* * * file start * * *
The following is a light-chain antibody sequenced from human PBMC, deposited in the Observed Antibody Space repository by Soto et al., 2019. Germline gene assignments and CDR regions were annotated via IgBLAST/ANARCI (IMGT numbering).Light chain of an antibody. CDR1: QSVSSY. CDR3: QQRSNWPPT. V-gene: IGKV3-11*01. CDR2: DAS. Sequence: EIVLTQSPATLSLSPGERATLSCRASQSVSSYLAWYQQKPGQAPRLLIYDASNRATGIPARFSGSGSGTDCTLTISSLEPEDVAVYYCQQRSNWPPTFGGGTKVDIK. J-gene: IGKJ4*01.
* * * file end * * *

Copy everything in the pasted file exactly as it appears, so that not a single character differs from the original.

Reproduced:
The following is a light-chain antibody sequenced from human PBMC, deposited in the Observed Antibody Space repository by Soto et al., 2019. Germline gene assignments and CDR regions were annotated via IgBLAST/ANARCI (IMGT numbering).Light chain of an antibody. CDR1: QSVSSY. CDR3: QQRSNWPPT. V-gene: IGKV3-11*01. CDR2: DAS. Sequence: EIVLTQSPATLSLSPGERATLSCRASQSVSSYLAWYQQKPGQAPRLLIYDASNRATGIPARFSGSGSGTDCTLTISSLEPEDVAVYYCQQRSNWPPTFGGGTKVDIK. J-gene: IGKJ4*01.